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Table 1 Definitions of transferability and related terms in the context of systematic reviews of effects

From: Systematic mapping of checklists for assessing transferability

Term Definition
Transferability Whether when implementing an intervention in a particular setting or population, the level of effectiveness of the intervention (i.e., the effect size) will be similar to that observed in the systematic review. Both absolute and relative effects should be considered.
Applicability Whether the findings of a review can be applied in a particular context or population. This includes consideration of the feasibility of implementing the intervention and variation in intervention fidelity, population characteristics, context, culture, values, and preferences.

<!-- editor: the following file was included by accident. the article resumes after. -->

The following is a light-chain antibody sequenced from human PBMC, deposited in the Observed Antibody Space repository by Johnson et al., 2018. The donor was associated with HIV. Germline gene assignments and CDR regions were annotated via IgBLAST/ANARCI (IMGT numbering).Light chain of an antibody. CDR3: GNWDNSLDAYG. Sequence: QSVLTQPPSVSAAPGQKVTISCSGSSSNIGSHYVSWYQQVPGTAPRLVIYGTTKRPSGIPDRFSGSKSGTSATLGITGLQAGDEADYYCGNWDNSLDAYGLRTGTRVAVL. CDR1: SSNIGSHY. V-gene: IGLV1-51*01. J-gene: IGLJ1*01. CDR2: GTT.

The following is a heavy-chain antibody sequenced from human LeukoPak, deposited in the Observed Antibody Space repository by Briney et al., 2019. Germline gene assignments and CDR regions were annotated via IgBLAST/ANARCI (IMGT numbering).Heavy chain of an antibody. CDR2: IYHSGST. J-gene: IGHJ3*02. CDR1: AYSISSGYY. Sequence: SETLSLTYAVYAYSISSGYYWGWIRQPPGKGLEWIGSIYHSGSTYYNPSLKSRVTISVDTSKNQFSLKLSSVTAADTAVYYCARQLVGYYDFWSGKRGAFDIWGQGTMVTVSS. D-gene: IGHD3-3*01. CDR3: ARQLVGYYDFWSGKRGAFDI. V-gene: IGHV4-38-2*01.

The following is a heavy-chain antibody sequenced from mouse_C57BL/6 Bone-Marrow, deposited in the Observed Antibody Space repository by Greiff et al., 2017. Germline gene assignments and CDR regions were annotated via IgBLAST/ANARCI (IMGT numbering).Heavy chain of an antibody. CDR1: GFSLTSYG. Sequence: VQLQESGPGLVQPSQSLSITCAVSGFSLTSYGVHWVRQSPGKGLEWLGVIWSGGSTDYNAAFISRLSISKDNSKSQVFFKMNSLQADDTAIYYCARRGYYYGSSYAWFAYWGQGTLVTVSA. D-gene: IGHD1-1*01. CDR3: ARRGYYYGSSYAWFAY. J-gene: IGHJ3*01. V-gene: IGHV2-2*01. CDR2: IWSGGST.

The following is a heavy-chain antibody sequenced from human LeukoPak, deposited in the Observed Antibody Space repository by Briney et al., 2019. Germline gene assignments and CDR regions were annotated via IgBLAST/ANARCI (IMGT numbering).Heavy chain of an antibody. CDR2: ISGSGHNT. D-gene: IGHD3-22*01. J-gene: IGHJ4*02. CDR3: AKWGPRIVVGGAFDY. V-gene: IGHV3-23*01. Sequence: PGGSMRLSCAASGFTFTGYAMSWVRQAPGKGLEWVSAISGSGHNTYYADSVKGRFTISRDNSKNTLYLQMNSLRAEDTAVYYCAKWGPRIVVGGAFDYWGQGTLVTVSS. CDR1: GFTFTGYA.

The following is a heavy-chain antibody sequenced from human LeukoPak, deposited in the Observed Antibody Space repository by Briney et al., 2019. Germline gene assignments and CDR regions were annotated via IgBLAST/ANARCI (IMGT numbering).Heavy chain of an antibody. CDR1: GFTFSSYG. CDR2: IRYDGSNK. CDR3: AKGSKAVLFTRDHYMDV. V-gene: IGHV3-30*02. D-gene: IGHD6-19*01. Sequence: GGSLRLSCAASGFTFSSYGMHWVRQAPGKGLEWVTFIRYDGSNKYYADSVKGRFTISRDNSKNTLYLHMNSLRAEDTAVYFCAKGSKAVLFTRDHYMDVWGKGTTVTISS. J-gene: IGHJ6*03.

Directness One of five criteria in the Grading of Recommendations Assessment, Development and Evaluation (GRADE) framework for assessing the overall quality of a body of evidence. Four types of directness (or indirectness) are considered: differences between the (1) population, (2) intervention or (3) outcomes of interest and those in studies, and (4) indirect comparisons (i.e., when there are no studies directly comparing two or more interventions of interest, and authors compare those interventions indirectly using evidence from different studies).
External validity The extent to which results provide a correct basis for generalizations to other circumstances. For instance, a meta-analysis of trials of elderly patients may not be generalizable to children.
Extrapolation The process of generalizing results to circumstances beyond the original observations. Also see external validity
Generalizability See external validity.
Internal validity The extent to which a review has minimized potential sources of bias and, in doing so, answered the review question “correctly.”
  1. Adapted from Burford [9]